As if moving away from home and adjusting to university life was not hard enough, a new ordeal pops up between the months of December to February of your first year; the search for your accommodation for next year. Without any exaggeration on by behalf, completely true, cross my heart I am not lying when I am saying this: Student House Hunting has been one of the most stressful and traumatising experiences I have ever been through, and sadly it stills agonises me even in my second year, so much so that it has been the major trigger of my many nervous breakdowns and depression in my first year.
You are somehow miraculously expected that within the first semester of absolute daze and confusion, you’d be able to find not only friends, but friends that you trust enough to room with.
Coming to university was one of the most eye-opening and difficult experiences I have ever had. Forget high-school angst, university is on a whole different league.
Adjusting to this new setting really takes a lot out of you. With the support system that you conveniently had back home, now gone, being a university newcomer sort of feels a lot like your first day in primary school: lost, confused, you don’t know anyone, and you end up crying and wanting your mum. Heck, I’m in the middle of my second-year now and I am still trying to adjust.
Frankly though, everything could have been different and better if only I had received an honest advice when I asked people about uni-life. My only source of advice was some burned out cousins during family gatherings and dinners. They gave such vague and dismissive responses, it felt a lot like I was talking to one of those psychic mediums.
“Eh, yea, it’s okay, just try to balance your studies and social life.” Okay great, how do I do that? “Eh, it depends on your course, see and act accordingly.” Ehm, okay, how about my dorm-mates? “Eh, it depends. It’s different for everyone.” What about friends? “Eh you know, it depends. Just get yourself out there, they’ll come to you.”
So here I am, like a good (insomniac) Samaritan to give some brutally honest advice about university that I wish I was given. (Sidenote: It’s 5am, writing this on an old lagging tablet -I get to write a whole sentence before the letters start appearing on the screen-, you understand how randomly important I feel that this is for uni-students)
“Natasha, you are six, little girls don’t cross their legs!”
“Don’t cross your legs at the table!”
“Don’t cross your legs when men are talking to you!”
“We are in church! Stop crossing your legs!”
“How dare you sit with your legs crossed in my class!”
“Natasha, you are twenty now, grown women don’t cross their legs!”
I hate that phrase. I hate it all the way to my core. I’ve been hearing that demand ever since I can remember and at nearly half of the times I sat down to a family table – the other half I was able to conceal it properly and not get caught.
In my university’s newspaper, the Badger, on its issue published on October 12th, 2015, I read a Comment Piece by Benjamin Barnett titled ‘Is depression made worse by our society?’. This post is a critique on that piece.
The article piece raised some very important points about depression and suicide on this day and age. The statistics on depression and suicide are a growing concern, seeing how the situation only seems to get worse. A lot is done to raise awareness and to provide support but I do feel that the community can often be misguided on what’s causing this plague of depression amongst the younger population. Socio-political ideologies creep in this topic which in turn do nothing but alienate and misdirect the whole discussion forum.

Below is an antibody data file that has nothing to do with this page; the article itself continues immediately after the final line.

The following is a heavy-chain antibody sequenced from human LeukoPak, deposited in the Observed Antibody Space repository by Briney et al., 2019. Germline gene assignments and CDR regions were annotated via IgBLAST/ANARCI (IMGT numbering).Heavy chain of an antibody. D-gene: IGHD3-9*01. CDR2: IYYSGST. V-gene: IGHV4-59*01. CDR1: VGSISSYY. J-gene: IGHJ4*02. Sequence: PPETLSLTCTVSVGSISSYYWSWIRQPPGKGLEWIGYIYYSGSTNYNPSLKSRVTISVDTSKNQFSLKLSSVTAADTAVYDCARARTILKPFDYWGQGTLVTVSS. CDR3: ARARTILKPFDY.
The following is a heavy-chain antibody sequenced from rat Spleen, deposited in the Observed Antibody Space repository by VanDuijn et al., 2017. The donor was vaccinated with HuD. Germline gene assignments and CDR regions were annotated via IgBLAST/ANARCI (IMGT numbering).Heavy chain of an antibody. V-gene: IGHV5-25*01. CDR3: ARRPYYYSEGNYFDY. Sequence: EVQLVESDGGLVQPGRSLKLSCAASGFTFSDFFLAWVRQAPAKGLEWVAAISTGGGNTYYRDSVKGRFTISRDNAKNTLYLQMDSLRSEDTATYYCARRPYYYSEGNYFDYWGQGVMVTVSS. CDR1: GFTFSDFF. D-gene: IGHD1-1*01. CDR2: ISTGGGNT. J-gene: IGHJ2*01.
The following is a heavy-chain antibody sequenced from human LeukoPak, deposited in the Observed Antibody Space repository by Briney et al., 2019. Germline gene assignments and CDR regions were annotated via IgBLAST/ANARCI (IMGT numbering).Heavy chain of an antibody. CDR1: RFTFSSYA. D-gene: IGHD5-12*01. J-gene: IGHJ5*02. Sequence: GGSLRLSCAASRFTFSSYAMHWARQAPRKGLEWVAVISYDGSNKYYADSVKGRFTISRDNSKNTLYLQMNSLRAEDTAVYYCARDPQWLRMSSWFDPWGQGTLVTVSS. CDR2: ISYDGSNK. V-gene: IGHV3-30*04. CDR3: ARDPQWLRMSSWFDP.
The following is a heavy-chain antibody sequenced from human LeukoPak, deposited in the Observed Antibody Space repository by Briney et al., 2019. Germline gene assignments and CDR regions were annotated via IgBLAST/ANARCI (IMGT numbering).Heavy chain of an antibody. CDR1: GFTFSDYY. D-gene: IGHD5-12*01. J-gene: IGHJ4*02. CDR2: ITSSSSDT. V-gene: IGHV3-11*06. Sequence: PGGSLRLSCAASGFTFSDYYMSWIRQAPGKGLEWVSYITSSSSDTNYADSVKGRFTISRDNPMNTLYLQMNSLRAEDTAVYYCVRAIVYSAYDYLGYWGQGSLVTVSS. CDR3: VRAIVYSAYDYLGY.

Mr Barnett’s piece identifies 3 reasons as leading causes for depression and suicide:
1. Modern-day consumerism
3. Societal suppression of creativity, individuality and liberty
Maybe it’s time for Mr Barnett to close his copy of Fight Club for a second.
I had a completely different idea for a blog-name when I was typing down the blog address that I’d like to have. Apopsis (viewpoint) and Gnomi (opinion) were all taken. As well as THE and MY conjunctions. And so I was left to find a word that could start-up with blogging-journey of mine. I knew I wanted it to be Greek, with Ancient Greek origin, and in a way a word personal to me – a word describing my character or my view on life.
Αυθάδεια, pronounced as af-tha-di-a (:/af-θa-δia/), can be roughly translated as insolence. Insolence: rude and disrespectful behaviour, courtesy to Oxford Dictionaries. But this word in Greek means simply so much more. Yes, authadeia is a noun mainly used to describing the action of acting and/or speaking with no respect but its synonyms also include the Greek equivalent words of ‘provocative’, ‘cynic’, ‘audacity’ and some of the suggested English translations for authadeia include ‘boldness’, ‘sass’ and even ‘freshness’ and ‘liberty’. However, looking back at the origins of the word, from Ancient Greek, it is actually a compound word between αυτός (:/af-tos/, oneself) and ήδομαι (:/i-δo-me/, pleasuring), combined together to create ‘pleasuring oneself’ and ‘doing what pleases you’.
In an online Greek Lexicon, I found the word being exemplified with the following phrase, ‘Don’t be insolent towards those older/senior/bigger than you!’. Out of all the example phrases that could be used, this specific one, this very common and realistic yet oppressive one was used instead.
I’ve been called insolent throughout my life, mainly from people older/senior/bigger than me when I confronted them and their presumed authority gained based only on their superficial qualities of age and ‘family status’. When they had run out of arguments they just sprayed the word ‘insolence’ and ‘insolent young girl’ as to diminish my stance and points.
I chose to take that word, turn it around and make it my own.